The clash of ideologies between science and religion – this book argues – is based on an incorrect understanding of matter, disconnected from consciousness, and an incorrect notion of God, disconnected from matter, space and time. The ideas of soul, morality, God, and afterlife can also be scientific, but in a new science that studies meanings instead of objects.
Informed by Vedic philosophy, this book is structured into 10 short essays:
Is the Apple Really Red? provides an overview of the Vedic view of matter, which is described as symbols of meaning rather than meaningless things. The relation between this notion of matter and problems of realism and empiricism in science are discussed.
Is Free Will an Illusion? argues against the materialist interpretation of Libet’s experiment, which claims free will is an illusion. The author discusses the Vedic view of free will and shows how it is consistent with Libet’s own conclusion about his experiments.
Evolution-Mind over Matter critiques the molecular theory of evolution, showing that in an ecosystem no single living being can individually mutate into another species; these mutations would be reversed by the ecosystem. The essay argues that evolution needs to be explained by the collective changes to the ecosystem as a whole.
Intelligent Design and Vedic Philosophy discusses how ID theorists trace complexity in nature to a design by God, but this does not help in the formulation of scientific theories. What if there are deeper properties in matter arising from the existence of the mind and design is a property of the mind, not an act of God?
Impersonalism, Voidism and Science discusses how impersonal and voidistic notions about religion view form or information in nature as an accident rather than a fundamental feature of reality. The essay discusses how the idea of form leads to a new science, but that science can only be based on a personalistic notion about religion.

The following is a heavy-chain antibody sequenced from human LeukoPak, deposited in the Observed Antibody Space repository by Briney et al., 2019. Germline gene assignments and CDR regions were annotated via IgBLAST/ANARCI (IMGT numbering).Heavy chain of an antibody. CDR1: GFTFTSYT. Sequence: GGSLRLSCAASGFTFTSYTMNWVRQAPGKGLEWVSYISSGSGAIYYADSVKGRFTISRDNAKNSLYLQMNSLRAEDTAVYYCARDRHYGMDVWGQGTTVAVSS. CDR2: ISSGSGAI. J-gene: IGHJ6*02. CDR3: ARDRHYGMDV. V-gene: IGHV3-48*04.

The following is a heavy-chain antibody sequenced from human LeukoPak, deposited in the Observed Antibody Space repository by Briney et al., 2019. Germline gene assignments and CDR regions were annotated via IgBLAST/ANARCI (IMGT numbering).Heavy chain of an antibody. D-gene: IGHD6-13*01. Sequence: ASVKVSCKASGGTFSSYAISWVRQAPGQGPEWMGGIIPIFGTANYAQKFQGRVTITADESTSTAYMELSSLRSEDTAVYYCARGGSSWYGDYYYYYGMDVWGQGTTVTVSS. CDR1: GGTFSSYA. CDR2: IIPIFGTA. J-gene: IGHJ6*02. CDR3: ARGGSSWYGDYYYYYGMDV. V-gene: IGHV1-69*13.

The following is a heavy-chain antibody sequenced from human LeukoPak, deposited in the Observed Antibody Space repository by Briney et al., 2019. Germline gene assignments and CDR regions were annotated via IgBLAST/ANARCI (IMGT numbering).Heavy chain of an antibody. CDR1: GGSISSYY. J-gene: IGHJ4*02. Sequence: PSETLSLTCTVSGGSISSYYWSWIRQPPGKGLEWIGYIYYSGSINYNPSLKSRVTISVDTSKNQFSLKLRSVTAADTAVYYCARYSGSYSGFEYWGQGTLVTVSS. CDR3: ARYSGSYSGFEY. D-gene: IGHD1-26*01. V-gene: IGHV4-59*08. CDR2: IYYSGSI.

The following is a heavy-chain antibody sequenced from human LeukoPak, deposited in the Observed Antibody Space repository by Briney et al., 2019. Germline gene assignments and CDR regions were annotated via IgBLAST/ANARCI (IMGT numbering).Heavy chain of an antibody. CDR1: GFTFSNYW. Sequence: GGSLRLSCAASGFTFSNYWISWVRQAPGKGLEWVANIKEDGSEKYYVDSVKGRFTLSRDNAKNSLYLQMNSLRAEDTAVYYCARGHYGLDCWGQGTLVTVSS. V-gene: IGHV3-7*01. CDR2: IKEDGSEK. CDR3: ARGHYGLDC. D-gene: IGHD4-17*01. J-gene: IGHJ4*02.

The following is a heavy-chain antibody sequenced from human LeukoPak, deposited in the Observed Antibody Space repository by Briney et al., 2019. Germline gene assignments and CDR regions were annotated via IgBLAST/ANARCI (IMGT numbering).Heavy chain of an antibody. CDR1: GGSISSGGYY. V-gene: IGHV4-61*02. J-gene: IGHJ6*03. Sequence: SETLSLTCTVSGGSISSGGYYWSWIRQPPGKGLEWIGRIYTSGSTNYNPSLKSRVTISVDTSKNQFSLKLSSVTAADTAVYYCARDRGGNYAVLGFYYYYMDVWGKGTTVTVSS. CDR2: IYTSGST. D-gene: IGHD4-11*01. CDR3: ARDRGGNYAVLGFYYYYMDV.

Why God’s Existence Is a Scientific Question accepts Richard Dawkins’s argument for the non-existence of God but shows that its conclusion (that God does not exist) is flawed because God’s existence implies a different view of matter than prevalent in current science. The essay discusses problems of incompleteness in science and connects them to the new view of matter, which can not only change science but also indicate the existence of God.
Space-Time and God connects the Vedic notion of God to a new view about space-time. The essay shows how God is simultaneously detached and related to the material world and our experience of it. The Vedas describe the universe as created by four forms of God and the essay connects them to the creation of a semantic universe.
Are the Vedas Polytheistic? attempts to debunk the common misconception that Vedic religion is polytheistic. In fact, various forms of God in Vedic philosophy are parts of a single form and are created from the single form just as various pots can be created from the idea of potness.
Science and Ritualism discusses the Vedic science of rituals and how it is based on a semantic rather than physical notion of matter. The problems of religious imagery and symbolism are connected to the need for treating space and time as forms rather than formlessness.
Do Miracles Violate Scientific Laws? discusses the classic conflict between choice and determinism in nature. What if the laws of nature are laws of choice, and one can be free of these laws through proper action? God is already free of the laws and living beings can be free as well. God, therefore, does not violate laws through miracles, although He is free from the consequences of His choices.